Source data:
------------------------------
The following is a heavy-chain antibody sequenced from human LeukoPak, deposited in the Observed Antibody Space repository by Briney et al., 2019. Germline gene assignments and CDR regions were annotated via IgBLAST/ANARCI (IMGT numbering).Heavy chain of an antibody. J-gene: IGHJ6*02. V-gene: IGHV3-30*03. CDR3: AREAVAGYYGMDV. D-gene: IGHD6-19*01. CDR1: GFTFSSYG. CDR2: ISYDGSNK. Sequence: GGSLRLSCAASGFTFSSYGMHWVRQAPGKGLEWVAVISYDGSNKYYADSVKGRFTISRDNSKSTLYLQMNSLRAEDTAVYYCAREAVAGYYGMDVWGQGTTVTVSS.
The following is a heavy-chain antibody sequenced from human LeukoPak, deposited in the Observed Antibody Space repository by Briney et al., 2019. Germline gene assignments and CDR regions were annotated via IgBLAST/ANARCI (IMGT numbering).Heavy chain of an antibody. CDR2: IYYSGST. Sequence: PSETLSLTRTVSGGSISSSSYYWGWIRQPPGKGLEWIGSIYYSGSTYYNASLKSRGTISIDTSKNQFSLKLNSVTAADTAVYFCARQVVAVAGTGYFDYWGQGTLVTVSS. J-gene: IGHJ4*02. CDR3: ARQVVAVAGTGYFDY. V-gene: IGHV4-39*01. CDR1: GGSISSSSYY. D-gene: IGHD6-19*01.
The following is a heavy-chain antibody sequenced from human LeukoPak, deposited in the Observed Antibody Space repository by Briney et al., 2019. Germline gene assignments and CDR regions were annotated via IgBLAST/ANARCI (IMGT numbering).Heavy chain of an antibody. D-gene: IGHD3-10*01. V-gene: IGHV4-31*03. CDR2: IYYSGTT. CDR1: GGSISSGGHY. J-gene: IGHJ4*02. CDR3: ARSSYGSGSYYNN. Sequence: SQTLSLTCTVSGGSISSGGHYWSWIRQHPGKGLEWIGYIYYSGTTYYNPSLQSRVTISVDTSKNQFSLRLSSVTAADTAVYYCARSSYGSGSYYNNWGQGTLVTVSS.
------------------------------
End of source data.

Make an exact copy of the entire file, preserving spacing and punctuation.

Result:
The following is a heavy-chain antibody sequenced from human LeukoPak, deposited in the Observed Antibody Space repository by Briney et al., 2019. Germline gene assignments and CDR regions were annotated via IgBLAST/ANARCI (IMGT numbering).Heavy chain of an antibody. J-gene: IGHJ6*02. V-gene: IGHV3-30*03. CDR3: AREAVAGYYGMDV. D-gene: IGHD6-19*01. CDR1: GFTFSSYG. CDR2: ISYDGSNK. Sequence: GGSLRLSCAASGFTFSSYGMHWVRQAPGKGLEWVAVISYDGSNKYYADSVKGRFTISRDNSKSTLYLQMNSLRAEDTAVYYCAREAVAGYYGMDVWGQGTTVTVSS.
The following is a heavy-chain antibody sequenced from human LeukoPak, deposited in the Observed Antibody Space repository by Briney et al., 2019. Germline gene assignments and CDR regions were annotated via IgBLAST/ANARCI (IMGT numbering).Heavy chain of an antibody. CDR2: IYYSGST. Sequence: PSETLSLTRTVSGGSISSSSYYWGWIRQPPGKGLEWIGSIYYSGSTYYNASLKSRGTISIDTSKNQFSLKLNSVTAADTAVYFCARQVVAVAGTGYFDYWGQGTLVTVSS. J-gene: IGHJ4*02. CDR3: ARQVVAVAGTGYFDY. V-gene: IGHV4-39*01. CDR1: GGSISSSSYY. D-gene: IGHD6-19*01.
The following is a heavy-chain antibody sequenced from human LeukoPak, deposited in the Observed Antibody Space repository by Briney et al., 2019. Germline gene assignments and CDR regions were annotated via IgBLAST/ANARCI (IMGT numbering).Heavy chain of an antibody. D-gene: IGHD3-10*01. V-gene: IGHV4-31*03. CDR2: IYYSGTT. CDR1: GGSISSGGHY. J-gene: IGHJ4*02. CDR3: ARSSYGSGSYYNN. Sequence: SQTLSLTCTVSGGSISSGGHYWSWIRQHPGKGLEWIGYIYYSGTTYYNPSLQSRVTISVDTSKNQFSLRLSSVTAADTAVYYCARSSYGSGSYYNNWGQGTLVTVSS.